When Dr. William Seward Webb came to Vermont in 1880, he was looking to buy train companies for the Vanderbilt railroad empire. Instead, his eyes were captured by the vistas of Lake Champlain and the distant Adirondacks across the lake.
So began an exceptional marriage between the wealthy Webb-Vanderbilt family and the town of Shelburne, founded in 1763 in the fertile Champlain valley.
Within a year, Webb returned with his new wife Lila Vanderbilt to build a spacious summer cottage thereand to found a legacy. Today, the familys imprint remains stamped on this community south of Burlington, Vermonts largest city. The two Webb-Vanderbilt properties, Shelburne Farms and Shelburne Museum, preserve the era around 1900The Gilded Ageand a timeless collection of Americana.
Shelburne today is a diverse town of some 6,700 people. As with many towns, its gradually been losing its rural flavor, says Susan Davis, editor of the local weekly, Shelburne News, as sprawl creeps down from Burlington. But Shelburne Farms 1,400-acre working farm ensures residents will always be tied to the communitys historic roots, she says.
The farm and museum are bookends to Shelburne Village, the location of a country store opened in 1869 and still filled with penny candy (inflation-adjusted to 10-15 cents), a couple of popular local eateries, craft and antique stores, and handsome churches. Along the shore is the Shelburne shipyard, where Shelburne Museums most famous exhibit was builtthe 220-foot paddle wheeler Ticonderogawhich once plied the waters of Lake Champlain.
Alec Webb, the great-grandson of William Seward Webb, says the familys risky decision in 1972 to preserve the farm to promote land stewardship and agriculture is a happy ironyprivate property for the wealthy turned into a public resource. Webb has been executive director of the nonprofit that runs Shelburne Farms since 1988, assisted by another great-grandson, Marshall Webb.
The farm maintains close ties with the community. Residents use the trails to walk, ski, or snowshoe, and school children participate in farm programs.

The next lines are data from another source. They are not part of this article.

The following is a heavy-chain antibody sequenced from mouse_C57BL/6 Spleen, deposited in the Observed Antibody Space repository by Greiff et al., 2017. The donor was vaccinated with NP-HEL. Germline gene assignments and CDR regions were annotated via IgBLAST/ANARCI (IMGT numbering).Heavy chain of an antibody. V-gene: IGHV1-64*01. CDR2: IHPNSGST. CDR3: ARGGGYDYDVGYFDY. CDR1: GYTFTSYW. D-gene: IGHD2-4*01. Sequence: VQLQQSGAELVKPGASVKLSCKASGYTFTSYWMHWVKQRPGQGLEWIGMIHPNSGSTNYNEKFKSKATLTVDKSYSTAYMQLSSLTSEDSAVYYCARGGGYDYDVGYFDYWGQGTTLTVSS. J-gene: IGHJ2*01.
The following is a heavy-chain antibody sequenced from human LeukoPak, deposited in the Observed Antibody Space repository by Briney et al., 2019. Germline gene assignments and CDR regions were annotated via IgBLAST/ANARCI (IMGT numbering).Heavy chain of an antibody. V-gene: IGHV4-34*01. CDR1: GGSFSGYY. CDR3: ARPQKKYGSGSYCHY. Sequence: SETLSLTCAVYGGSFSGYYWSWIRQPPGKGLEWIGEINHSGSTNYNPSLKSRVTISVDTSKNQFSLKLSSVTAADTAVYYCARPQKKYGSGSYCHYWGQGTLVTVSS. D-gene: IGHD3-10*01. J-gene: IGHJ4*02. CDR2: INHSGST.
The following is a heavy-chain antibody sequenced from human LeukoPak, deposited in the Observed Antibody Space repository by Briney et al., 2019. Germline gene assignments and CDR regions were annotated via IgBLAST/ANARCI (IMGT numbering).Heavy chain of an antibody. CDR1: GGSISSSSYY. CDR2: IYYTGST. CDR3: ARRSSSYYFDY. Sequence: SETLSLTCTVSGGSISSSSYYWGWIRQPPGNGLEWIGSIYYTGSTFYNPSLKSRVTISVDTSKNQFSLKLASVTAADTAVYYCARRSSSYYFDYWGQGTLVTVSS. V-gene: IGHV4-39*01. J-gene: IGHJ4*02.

Thats one of the things we feel really proud of, Webb says. Cobbled together from more than 30 farms with six miles of lake frontage, Shelburne Farms was envisioned as a model for modern agriculture. Dr. Webb hired Frederick Law Olmsted, designer of New Yorks Central Park, to design the landscape, together with noted forester Gifford Pinchot. Olmsted built a five-story wood and stone barn, the largest in America, big enough to house 300 horses, as well as a beautiful coach barn and the 1899 mansion that was his homeand the grounds are stunning.
By the 1930s, economic hard times unraveled Webbs dreams, but Shelburne Farms hews remarkably close to his vision. It maintains an organic dairy farm and makes award-winning Shelburne Farms cheddar, has an organic bakery, a kids farmyard, and sponsors events such as a fall Harvest Festival. Guided tours allow the public to see the buildings and grounds. The Webbs 100-room mansion, built in 1899, operates as an inn and hosts Vermont Mozart Festival concerts in lakeside settings.
Just beyond the village, an 1845 covered bridge leads to another world entirely, the collection of collections that was the quirky life work of Electra Havemeyer and her husband, James Watson Webb, William Webbs son.
Begun in 1947 on eight acres, the Shelburne Museum now wanders over 45 acres with 37 historic exhibition buildings, ranging from a round barn and sawmill to a working blacksmith shop and historic lighthouse. Family artifacts include Webbs carriage collection and paintings by Degas, Monet, and Manet, as well as American masters, owned by the Havemeyers. The eclectic exhibits go from quilts to scrimshaw, dolls, and Shaker furniture.
More than 100,000 visitors a year tour this amazing place. The museum also works with the local school, and kids grow up feeling its part of their back yard.
Whether collecting land, or even entire buildings, the Webb familys vision has done more than just define this townit has preserved a piece of American heritage for future generations.